California used as a home in Northern Ireland.

Cultural Camping

We have been on the road 69 days, driven almost 9,000 kilometres and camped in 24 cities in England, Wales, Scotland and Ireland. On the way, we have visited 10 UNESCO World Heritage Sites. The trip from Denmark to the UK was prolonged, when the ferries between Esbjerg and Harwich stopped, so we had to travel long distances on the European continent.

A bowl of bananasCalifornia used as a car in Scotland.

Roads and rain

We took long stretches on motorways, and shorter ones on side roads with stone fences, hedgerows and fine villages with natural stone houses. We have driven through beautiful national parks, in mountain landscapes, along sandy beaches and rocky shores.

Google Maps, GPS and paper maps have been helpful. EU’s Roam Like at Home rules have made Google's virtual reality an informative travel companion if there is not a mountain in the way of network connection. In the past, we had to download special apps and look for Wi-Fi. Mobile phones and credit cards have made travel easier, but the accompanying surveillance is disturbing. How is a traffic jam on the motorway detected?

British drivers are considerate to cars with the steering wheel in the wrong side, and it was easy to get used to left-hand traffic. Actually, we were quite pleased with our performance when we reached Denmark again after our tour in the spring.

The satisfaction lasted until we received a letter with a charge of 4,400 DKK and threats that it could rise to almost 18,000 dkr. for driving in London's Low Emission Zone. Before the trip, the official website had confirmed that our new petrol van with a German eco-label on the windshield was free of charge. The claim was cancelled when we documented the car's Euro norm, but this required several answers and questions and took more than three months.

Before the autumn trip we got a French eco-label and the app Green-Zones. We wish to take care of environment and climate, but it should be possible to coordinate the rules so that driving in Europe is not unnecessarily hampered by many different emission regulations. Since we got the van, we have reduced our carbon footprint by not flying and not staying in hotels.

A bowl of bananasLow Emission Zone in London.

The weather is varying in the UK, it is no coincidence that a sturdy umbrella is an important part of a well-dressed gentleman's wardrobe. Especially in Wales, Scotland and Ireland we found layered clothing and rainwear helpful.

"Fine day, isn’t it," said either in a sincere or an ironic tone is a certain icebreaker. Once the conversation has started, most people like to talk about their life and their country. We try to engage in meaningful exchanges with people we meet. Our ideal is intercultural dialogue, not cultural tourism.

Cultural camping and cultural politics

Cultural camping allows us to travel slowly and with many experiences. We have had our camper nearly three years now and have lived in it about half a year. The beginner difficulties are over, we have discovered the van’s possibilities and put together a comfortable, minimalist equipment. We now laugh at a chaotic rainy evening on one of the first trips.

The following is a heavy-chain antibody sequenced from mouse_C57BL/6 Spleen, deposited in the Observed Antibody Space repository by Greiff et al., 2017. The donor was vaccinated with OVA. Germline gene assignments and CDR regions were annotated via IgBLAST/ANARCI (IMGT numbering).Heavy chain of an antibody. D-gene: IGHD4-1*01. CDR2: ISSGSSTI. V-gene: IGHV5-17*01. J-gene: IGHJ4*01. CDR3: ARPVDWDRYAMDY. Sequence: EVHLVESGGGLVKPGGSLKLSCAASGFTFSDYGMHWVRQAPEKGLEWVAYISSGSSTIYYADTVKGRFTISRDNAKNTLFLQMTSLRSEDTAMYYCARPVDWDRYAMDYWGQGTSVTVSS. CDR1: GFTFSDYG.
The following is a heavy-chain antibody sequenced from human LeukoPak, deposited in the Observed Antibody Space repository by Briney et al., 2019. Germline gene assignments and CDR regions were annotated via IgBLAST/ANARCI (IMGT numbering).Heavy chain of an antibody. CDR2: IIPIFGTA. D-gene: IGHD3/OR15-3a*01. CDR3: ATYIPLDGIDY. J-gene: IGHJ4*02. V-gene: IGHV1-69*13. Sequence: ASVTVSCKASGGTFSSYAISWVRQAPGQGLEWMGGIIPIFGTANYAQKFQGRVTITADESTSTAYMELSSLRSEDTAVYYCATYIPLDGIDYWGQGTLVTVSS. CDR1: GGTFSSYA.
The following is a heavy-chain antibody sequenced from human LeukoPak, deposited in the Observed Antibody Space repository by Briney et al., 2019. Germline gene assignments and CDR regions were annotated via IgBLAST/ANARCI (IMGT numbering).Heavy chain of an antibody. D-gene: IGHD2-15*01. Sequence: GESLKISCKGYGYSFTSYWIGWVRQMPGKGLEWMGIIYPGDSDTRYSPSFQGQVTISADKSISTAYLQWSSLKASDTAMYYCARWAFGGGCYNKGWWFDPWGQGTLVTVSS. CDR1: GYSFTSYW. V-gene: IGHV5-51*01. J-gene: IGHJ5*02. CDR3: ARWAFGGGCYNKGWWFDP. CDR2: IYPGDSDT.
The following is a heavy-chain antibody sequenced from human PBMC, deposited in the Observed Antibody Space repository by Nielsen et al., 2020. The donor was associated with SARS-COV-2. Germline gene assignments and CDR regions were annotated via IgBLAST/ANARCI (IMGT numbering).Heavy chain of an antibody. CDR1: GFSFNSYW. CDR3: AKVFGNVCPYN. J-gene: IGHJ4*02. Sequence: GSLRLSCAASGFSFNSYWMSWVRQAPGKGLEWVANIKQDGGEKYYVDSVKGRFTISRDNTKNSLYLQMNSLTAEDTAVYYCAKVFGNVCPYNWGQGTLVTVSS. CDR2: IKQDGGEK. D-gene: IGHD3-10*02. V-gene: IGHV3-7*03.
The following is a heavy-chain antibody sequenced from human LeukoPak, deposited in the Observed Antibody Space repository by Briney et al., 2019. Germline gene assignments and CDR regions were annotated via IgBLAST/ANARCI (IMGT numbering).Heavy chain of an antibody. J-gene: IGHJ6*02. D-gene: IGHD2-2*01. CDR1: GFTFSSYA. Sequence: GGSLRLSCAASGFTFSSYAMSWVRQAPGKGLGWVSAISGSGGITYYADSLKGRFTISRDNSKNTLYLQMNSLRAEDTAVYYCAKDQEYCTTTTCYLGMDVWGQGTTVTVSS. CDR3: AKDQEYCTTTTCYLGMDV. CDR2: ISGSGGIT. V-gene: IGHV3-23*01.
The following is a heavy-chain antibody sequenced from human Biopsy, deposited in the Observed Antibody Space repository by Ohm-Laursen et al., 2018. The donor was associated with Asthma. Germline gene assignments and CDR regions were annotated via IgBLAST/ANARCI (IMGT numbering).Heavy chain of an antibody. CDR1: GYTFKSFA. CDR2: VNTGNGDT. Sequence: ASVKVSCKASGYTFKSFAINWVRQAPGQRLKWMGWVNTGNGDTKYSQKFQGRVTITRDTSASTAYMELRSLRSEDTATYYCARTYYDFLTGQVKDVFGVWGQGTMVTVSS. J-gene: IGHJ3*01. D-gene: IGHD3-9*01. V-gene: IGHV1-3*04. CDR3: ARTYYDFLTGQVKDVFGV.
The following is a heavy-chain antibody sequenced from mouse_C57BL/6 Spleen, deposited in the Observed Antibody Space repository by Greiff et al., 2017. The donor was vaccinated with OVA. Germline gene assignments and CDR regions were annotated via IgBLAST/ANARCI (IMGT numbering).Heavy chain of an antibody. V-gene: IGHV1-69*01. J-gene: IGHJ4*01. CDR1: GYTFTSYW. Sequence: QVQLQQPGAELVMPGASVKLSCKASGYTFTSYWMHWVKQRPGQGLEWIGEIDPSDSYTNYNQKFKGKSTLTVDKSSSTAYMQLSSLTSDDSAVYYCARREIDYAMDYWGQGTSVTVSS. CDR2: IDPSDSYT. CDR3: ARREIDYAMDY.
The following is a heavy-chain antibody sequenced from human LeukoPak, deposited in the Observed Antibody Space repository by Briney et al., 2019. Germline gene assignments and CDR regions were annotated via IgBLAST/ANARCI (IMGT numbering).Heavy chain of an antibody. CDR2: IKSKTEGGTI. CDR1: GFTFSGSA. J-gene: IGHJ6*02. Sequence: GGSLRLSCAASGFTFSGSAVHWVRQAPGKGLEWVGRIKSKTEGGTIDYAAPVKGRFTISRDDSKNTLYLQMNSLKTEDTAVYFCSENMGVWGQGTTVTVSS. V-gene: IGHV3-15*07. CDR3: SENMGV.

A bowl of bananasComfortable minimalism anywhere.

We usually spend the night at campsites within walking, cycling, bus or train distance from sights. Once the car is converted into a home, it is most convenient to leave it. We have only used our folding bikes a few times this last year. In the UK, bikes are more for recreation than for transport, and locals have usually advised us to use public transport.

The campsites have varied from primitive to luxurious, almost always with good and clean facilities. Prices have varied with the standard, it has paid off to join both The Caravan and Motorhome Club and The Camping and Caravanning Club. It boosted our self-confidence when we were asked to show passports in Oxford to get the discount for members over 60.

We have hardly visited a city that did not have one or more new, attractive art centres and museums. There is free access to many cultural institutions, in turn they ask for donations. They often sell souvenir guides of high quality.

We have heard repeated criticism of a centralist national cultural policy focusing on London's large institutions and top down management of local cultural projects.

The December 12 parliamentary election was mainly about Brexit, but Labour, Conservatives and Liberal Democrats published "Manifestos", which also included cultural policy. They all wanted to maintain free admission to museums and they had varying proposals to strengthen culture across the country.

It is our impression that cultural life and cultural policy, among other things, because of the British tradition of community art and participatory art, maintain a balance between cultural and instrumental qualities. The linked trends of experience economy and cultural urban branding seem to be less prevalent than in Denmark.

A bowl of bananasAlbert Dock in Liverpool.

A bowl of bananasStreet performance in Liverpool.

January 2020